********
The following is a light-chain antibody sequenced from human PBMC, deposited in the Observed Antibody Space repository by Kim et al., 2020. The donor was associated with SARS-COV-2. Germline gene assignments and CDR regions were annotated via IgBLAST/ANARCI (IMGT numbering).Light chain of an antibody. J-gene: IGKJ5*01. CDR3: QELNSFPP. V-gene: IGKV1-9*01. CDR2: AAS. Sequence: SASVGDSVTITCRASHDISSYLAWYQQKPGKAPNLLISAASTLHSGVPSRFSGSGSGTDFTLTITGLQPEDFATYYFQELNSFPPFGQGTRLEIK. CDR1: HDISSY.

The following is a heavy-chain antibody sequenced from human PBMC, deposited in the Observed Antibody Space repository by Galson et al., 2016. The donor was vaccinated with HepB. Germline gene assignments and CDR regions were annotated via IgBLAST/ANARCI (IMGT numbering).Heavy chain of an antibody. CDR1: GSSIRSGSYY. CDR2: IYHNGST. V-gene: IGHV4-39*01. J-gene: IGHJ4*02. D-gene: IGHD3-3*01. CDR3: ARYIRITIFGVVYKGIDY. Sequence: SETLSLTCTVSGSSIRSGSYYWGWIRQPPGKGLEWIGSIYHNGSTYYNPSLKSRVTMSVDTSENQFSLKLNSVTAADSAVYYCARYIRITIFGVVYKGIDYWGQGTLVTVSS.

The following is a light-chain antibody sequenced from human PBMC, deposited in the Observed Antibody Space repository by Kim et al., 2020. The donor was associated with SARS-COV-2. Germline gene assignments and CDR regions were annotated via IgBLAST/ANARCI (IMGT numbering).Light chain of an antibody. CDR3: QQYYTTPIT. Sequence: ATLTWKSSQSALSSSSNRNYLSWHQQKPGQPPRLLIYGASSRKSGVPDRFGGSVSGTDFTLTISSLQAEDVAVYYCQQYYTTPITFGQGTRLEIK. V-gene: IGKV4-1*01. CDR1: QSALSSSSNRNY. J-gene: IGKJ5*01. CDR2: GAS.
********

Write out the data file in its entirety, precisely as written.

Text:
The following is a light-chain antibody sequenced from human PBMC, deposited in the Observed Antibody Space repository by Kim et al., 2020. The donor was associated with SARS-COV-2. Germline gene assignments and CDR regions were annotated via IgBLAST/ANARCI (IMGT numbering).Light chain of an antibody. J-gene: IGKJ5*01. CDR3: QELNSFPP. V-gene: IGKV1-9*01. CDR2: AAS. Sequence: SASVGDSVTITCRASHDISSYLAWYQQKPGKAPNLLISAASTLHSGVPSRFSGSGSGTDFTLTITGLQPEDFATYYFQELNSFPPFGQGTRLEIK. CDR1: HDISSY.

The following is a heavy-chain antibody sequenced from human PBMC, deposited in the Observed Antibody Space repository by Galson et al., 2016. The donor was vaccinated with HepB. Germline gene assignments and CDR regions were annotated via IgBLAST/ANARCI (IMGT numbering).Heavy chain of an antibody. CDR1: GSSIRSGSYY. CDR2: IYHNGST. V-gene: IGHV4-39*01. J-gene: IGHJ4*02. D-gene: IGHD3-3*01. CDR3: ARYIRITIFGVVYKGIDY. Sequence: SETLSLTCTVSGSSIRSGSYYWGWIRQPPGKGLEWIGSIYHNGSTYYNPSLKSRVTMSVDTSENQFSLKLNSVTAADSAVYYCARYIRITIFGVVYKGIDYWGQGTLVTVSS.

The following is a light-chain antibody sequenced from human PBMC, deposited in the Observed Antibody Space repository by Kim et al., 2020. The donor was associated with SARS-COV-2. Germline gene assignments and CDR regions were annotated via IgBLAST/ANARCI (IMGT numbering).Light chain of an antibody. CDR3: QQYYTTPIT. Sequence: ATLTWKSSQSALSSSSNRNYLSWHQQKPGQPPRLLIYGASSRKSGVPDRFGGSVSGTDFTLTISSLQAEDVAVYYCQQYYTTPITFGQGTRLEIK. V-gene: IGKV4-1*01. CDR1: QSALSSSSNRNY. J-gene: IGKJ5*01. CDR2: GAS.